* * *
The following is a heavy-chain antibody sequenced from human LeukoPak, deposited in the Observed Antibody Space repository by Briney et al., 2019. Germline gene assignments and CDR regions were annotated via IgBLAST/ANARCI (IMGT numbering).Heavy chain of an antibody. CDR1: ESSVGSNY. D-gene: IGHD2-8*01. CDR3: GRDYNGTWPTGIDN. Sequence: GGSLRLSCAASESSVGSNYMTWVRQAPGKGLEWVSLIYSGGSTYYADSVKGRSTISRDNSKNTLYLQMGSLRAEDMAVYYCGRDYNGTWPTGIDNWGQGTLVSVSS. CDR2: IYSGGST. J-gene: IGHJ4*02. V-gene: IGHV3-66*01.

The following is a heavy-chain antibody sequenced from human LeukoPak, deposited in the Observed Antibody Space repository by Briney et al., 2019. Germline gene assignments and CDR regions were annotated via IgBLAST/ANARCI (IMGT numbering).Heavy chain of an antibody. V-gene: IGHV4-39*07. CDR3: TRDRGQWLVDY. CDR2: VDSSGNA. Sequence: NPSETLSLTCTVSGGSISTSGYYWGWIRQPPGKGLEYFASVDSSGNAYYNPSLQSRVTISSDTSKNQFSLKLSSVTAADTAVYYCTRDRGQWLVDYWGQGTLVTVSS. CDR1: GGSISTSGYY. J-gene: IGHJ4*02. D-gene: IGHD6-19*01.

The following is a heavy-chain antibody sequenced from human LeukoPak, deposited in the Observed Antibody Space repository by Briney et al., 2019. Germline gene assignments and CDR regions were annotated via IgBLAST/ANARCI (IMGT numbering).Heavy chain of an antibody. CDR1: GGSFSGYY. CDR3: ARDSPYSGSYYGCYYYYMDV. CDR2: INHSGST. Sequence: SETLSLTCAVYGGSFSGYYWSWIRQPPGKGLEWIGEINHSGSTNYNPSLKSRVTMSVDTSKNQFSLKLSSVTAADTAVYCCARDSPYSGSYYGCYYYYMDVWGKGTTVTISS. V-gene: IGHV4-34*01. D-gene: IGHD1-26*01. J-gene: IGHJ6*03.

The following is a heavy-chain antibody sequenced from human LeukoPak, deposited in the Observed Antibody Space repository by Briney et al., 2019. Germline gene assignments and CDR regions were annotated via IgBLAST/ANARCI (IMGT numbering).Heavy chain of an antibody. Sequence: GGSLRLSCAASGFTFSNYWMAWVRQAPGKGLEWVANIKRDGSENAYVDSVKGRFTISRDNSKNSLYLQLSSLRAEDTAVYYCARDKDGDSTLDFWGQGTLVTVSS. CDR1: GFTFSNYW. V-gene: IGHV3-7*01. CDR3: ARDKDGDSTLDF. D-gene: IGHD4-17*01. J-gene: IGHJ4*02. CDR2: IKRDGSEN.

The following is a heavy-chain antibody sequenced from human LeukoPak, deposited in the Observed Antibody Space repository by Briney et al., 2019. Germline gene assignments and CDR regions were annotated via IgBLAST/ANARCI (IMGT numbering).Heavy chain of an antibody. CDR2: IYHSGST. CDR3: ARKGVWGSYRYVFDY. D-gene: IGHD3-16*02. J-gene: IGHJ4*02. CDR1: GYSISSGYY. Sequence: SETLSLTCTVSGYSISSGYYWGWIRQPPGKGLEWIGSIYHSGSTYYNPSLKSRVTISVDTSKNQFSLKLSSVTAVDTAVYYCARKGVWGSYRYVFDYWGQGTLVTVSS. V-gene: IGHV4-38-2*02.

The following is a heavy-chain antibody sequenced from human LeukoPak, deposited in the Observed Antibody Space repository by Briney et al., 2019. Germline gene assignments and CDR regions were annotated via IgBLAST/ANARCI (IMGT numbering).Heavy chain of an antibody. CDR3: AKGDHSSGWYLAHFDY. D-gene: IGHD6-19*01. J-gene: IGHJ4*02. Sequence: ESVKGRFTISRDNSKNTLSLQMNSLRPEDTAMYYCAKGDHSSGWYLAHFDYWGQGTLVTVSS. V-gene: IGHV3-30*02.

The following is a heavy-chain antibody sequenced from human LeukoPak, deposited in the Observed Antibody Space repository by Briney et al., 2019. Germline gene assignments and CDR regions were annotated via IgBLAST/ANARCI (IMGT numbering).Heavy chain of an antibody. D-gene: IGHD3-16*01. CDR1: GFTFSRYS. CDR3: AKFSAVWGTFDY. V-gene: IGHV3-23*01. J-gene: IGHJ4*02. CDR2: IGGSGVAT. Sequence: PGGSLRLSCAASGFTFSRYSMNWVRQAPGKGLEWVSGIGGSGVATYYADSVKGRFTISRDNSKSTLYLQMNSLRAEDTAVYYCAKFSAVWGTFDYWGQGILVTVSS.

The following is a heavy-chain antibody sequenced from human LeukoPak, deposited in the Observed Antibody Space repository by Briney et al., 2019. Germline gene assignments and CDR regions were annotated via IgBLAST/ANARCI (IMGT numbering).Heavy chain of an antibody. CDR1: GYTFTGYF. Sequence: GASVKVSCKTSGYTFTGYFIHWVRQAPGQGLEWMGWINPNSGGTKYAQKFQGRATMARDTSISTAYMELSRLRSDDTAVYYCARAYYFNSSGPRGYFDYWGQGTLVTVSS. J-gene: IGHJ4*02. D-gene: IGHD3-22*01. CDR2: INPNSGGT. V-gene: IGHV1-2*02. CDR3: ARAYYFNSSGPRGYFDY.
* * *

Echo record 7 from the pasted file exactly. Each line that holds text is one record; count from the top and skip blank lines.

The following is a heavy-chain antibody sequenced from human LeukoPak, deposited in the Observed Antibody Space repository by Briney et al., 2019. Germline gene assignments and CDR regions were annotated via IgBLAST/ANARCI (IMGT numbering).Heavy chain of an antibody. D-gene: IGHD3-16*01. CDR1: GFTFSRYS. CDR3: AKFSAVWGTFDY. V-gene: IGHV3-23*01. J-gene: IGHJ4*02. CDR2: IGGSGVAT. Sequence: PGGSLRLSCAASGFTFSRYSMNWVRQAPGKGLEWVSGIGGSGVATYYADSVKGRFTISRDNSKSTLYLQMNSLRAEDTAVYYCAKFSAVWGTFDYWGQGILVTVSS.